An architect works designing buildings, homes and other structures. Architects draw up blue prints which are used

Teachers instruct a wide range of students. Younger learners are generally called pupils, university age learners are referred to as students. Teachers at

  1. Learn Collocations

Collocations refer to words that often or always go together. A good example of a collocation is to do your homework. These lists of important verb + noun collocations will help your learn some of the most important.

Collocation Use with Take, Have and Break

Choose which one of the following three verbs goes with the expressions listed below




أعلى النموذج

a break

a leg

a headache

a window

a haircut

an exam

a seat


the law

a holiday

a taxi

a world record

someone's heart

a bath

someone's temperature

a relationship

a look

a promise

a chance

a drink

the rules



a habit

the ice

a rest

a rest

someone's place

the news to someone

a problem

  1. Use a Corpus

Corpora are huge collections of documents that can track the number of times a word is used. By using a corpora, you can find which words are often used together with target vocabulary words. Combining corpora use with vocabulary trees is a great way to learn key vocabulary for specific vocabulary target areas. You can get started by visiting the British National Corpus.


  1. Use vocabulary learning methods to focus quickly on the vocabulary YOU need to study.

  2. Don't make random lists of new words. Try to group words in themes. This will help you memorize new words more quickly.

  3. If you have the time, and even if you think you don't have the time, try to add context. Writing a few example sentences using new vocabulary will help you remember the words in context.

  4. Keep a vocabulary notepad at hand whenever you are reading in English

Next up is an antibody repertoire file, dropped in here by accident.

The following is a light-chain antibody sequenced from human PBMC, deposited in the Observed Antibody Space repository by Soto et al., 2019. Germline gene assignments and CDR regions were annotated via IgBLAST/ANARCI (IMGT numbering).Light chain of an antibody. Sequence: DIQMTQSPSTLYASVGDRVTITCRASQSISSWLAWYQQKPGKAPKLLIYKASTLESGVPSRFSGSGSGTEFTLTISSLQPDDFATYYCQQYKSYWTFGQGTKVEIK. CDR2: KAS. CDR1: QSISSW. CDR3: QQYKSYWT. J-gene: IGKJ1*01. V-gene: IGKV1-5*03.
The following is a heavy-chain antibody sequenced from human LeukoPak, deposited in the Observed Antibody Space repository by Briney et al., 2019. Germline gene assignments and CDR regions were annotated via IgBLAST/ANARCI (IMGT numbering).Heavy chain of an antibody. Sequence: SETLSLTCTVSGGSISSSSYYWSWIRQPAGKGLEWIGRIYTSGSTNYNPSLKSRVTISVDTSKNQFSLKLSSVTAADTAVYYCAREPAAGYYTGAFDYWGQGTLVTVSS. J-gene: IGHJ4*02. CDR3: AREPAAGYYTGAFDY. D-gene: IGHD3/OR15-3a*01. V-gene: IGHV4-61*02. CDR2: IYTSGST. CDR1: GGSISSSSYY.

How To Increase Specific Vocabulary

Improving vocabulary skills requires constant attention. This 'how to' focuses on a basic strategy for increasing vocabulary in specific subject areas through the use of a vocabulary tree.

Difficulty: Average

Time Required: Varies

Here's How:

  1. Choose a subject area that interests you very much.

  2. Write a short introduction to the subject trying to use as many vocabulary words concerning the subject as possible.

  3. Using your introduction, arrange the principle ideas concerning the subject into a vocabulary tree.

  4. To create a vocabulary tree, put the subject at the center of a piece of paper.

  5. Around the central subject, put the principle areas relating to the subject. Example - verbs, descriptive adjectives, where, etc.

  6. In each of these categories, write the appropriate vocabulary. If you need to, write sub-categories.

  7. Create the same vocabulary tree in your native language

  8. Your native language tree will be much more detailed. Use this native language tree as a reference point to look up new words and fill in your English tree.

  9. Rewrite your introductory essay concerning the subject taking advantage of the new vocabulary learned.

  10. To make this vocabulary active, practice reading your essay aloud until you can present it by memory.

  11. Ask a friend or fellow classmate to listen to your presentation and ask you questions about the subject.


  1. Remember that vocabulary goes from passive knowledge to active knowledge - this means that you need to repeat a word often before it becomes active vocabulary.

  2. Be patient with yourself, it takes time for this process to work.

  3. Try to always learn vocabulary in groups of words instead of random lists. In this manner, words are related to each other and are more likely to remember over the long-term.